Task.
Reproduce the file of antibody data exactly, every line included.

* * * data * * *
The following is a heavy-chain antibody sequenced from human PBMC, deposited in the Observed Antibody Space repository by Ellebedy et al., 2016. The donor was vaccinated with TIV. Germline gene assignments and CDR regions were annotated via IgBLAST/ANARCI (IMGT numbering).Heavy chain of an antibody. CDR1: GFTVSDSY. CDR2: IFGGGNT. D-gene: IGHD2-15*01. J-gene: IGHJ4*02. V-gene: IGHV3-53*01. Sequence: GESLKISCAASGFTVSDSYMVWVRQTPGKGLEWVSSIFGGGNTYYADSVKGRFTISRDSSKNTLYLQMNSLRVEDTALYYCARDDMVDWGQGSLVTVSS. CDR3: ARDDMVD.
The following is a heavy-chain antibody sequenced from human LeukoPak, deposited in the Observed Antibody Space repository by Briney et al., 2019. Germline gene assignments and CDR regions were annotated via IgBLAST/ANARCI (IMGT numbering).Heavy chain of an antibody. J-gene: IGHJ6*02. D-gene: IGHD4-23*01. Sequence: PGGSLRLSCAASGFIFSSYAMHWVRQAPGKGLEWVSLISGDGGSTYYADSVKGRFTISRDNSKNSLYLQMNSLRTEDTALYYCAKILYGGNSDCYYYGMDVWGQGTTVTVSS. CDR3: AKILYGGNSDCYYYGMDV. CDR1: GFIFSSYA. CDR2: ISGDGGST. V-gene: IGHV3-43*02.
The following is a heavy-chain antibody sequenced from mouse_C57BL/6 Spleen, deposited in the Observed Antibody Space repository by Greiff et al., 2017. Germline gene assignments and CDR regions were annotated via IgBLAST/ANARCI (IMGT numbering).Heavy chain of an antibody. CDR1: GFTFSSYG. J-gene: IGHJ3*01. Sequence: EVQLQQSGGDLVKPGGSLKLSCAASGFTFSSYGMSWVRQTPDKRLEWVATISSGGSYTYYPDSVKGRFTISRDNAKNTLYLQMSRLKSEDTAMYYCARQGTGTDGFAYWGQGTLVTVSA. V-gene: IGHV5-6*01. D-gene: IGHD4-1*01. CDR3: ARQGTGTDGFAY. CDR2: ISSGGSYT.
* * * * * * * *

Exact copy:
The following is a heavy-chain antibody sequenced from human PBMC, deposited in the Observed Antibody Space repository by Ellebedy et al., 2016. The donor was vaccinated with TIV. Germline gene assignments and CDR regions were annotated via IgBLAST/ANARCI (IMGT numbering).Heavy chain of an antibody. CDR1: GFTVSDSY. CDR2: IFGGGNT. D-gene: IGHD2-15*01. J-gene: IGHJ4*02. V-gene: IGHV3-53*01. Sequence: GESLKISCAASGFTVSDSYMVWVRQTPGKGLEWVSSIFGGGNTYYADSVKGRFTISRDSSKNTLYLQMNSLRVEDTALYYCARDDMVDWGQGSLVTVSS. CDR3: ARDDMVD.
The following is a heavy-chain antibody sequenced from human LeukoPak, deposited in the Observed Antibody Space repository by Briney et al., 2019. Germline gene assignments and CDR regions were annotated via IgBLAST/ANARCI (IMGT numbering).Heavy chain of an antibody. J-gene: IGHJ6*02. D-gene: IGHD4-23*01. Sequence: PGGSLRLSCAASGFIFSSYAMHWVRQAPGKGLEWVSLISGDGGSTYYADSVKGRFTISRDNSKNSLYLQMNSLRTEDTALYYCAKILYGGNSDCYYYGMDVWGQGTTVTVSS. CDR3: AKILYGGNSDCYYYGMDV. CDR1: GFIFSSYA. CDR2: ISGDGGST. V-gene: IGHV3-43*02.
The following is a heavy-chain antibody sequenced from mouse_C57BL/6 Spleen, deposited in the Observed Antibody Space repository by Greiff et al., 2017. Germline gene assignments and CDR regions were annotated via IgBLAST/ANARCI (IMGT numbering).Heavy chain of an antibody. CDR1: GFTFSSYG. J-gene: IGHJ3*01. Sequence: EVQLQQSGGDLVKPGGSLKLSCAASGFTFSSYGMSWVRQTPDKRLEWVATISSGGSYTYYPDSVKGRFTISRDNAKNTLYLQMSRLKSEDTAMYYCARQGTGTDGFAYWGQGTLVTVSA. V-gene: IGHV5-6*01. D-gene: IGHD4-1*01. CDR3: ARQGTGTDGFAY. CDR2: ISSGGSYT.